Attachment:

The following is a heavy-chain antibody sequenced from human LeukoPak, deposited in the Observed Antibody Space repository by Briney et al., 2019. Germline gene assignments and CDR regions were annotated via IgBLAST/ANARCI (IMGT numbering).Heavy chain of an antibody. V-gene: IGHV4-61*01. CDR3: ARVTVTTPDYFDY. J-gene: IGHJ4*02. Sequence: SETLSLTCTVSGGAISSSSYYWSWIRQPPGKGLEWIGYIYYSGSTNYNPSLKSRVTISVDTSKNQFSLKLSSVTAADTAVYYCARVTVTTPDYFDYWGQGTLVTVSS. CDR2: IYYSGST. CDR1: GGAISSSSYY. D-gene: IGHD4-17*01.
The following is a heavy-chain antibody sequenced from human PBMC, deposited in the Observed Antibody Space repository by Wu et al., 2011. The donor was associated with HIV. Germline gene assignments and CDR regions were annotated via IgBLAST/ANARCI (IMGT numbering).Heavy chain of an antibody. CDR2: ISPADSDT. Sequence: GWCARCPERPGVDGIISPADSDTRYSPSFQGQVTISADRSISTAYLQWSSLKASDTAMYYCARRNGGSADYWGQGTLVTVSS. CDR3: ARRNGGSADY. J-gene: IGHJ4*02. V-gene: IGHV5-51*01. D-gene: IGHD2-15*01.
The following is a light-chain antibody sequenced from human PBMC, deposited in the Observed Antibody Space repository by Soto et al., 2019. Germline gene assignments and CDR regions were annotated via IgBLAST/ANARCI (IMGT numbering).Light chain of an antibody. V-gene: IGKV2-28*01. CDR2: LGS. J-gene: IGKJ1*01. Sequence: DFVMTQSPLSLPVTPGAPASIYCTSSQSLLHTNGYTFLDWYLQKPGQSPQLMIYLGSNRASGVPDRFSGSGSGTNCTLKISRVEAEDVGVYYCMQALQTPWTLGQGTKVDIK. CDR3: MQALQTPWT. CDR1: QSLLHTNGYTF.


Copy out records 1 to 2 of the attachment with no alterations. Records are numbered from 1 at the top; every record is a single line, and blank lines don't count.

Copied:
The following is a heavy-chain antibody sequenced from human LeukoPak, deposited in the Observed Antibody Space repository by Briney et al., 2019. Germline gene assignments and CDR regions were annotated via IgBLAST/ANARCI (IMGT numbering).Heavy chain of an antibody. V-gene: IGHV4-61*01. CDR3: ARVTVTTPDYFDY. J-gene: IGHJ4*02. Sequence: SETLSLTCTVSGGAISSSSYYWSWIRQPPGKGLEWIGYIYYSGSTNYNPSLKSRVTISVDTSKNQFSLKLSSVTAADTAVYYCARVTVTTPDYFDYWGQGTLVTVSS. CDR2: IYYSGST. CDR1: GGAISSSSYY. D-gene: IGHD4-17*01.
The following is a heavy-chain antibody sequenced from human PBMC, deposited in the Observed Antibody Space repository by Wu et al., 2011. The donor was associated with HIV. Germline gene assignments and CDR regions were annotated via IgBLAST/ANARCI (IMGT numbering).Heavy chain of an antibody. CDR2: ISPADSDT. Sequence: GWCARCPERPGVDGIISPADSDTRYSPSFQGQVTISADRSISTAYLQWSSLKASDTAMYYCARRNGGSADYWGQGTLVTVSS. CDR3: ARRNGGSADY. J-gene: IGHJ4*02. V-gene: IGHV5-51*01. D-gene: IGHD2-15*01.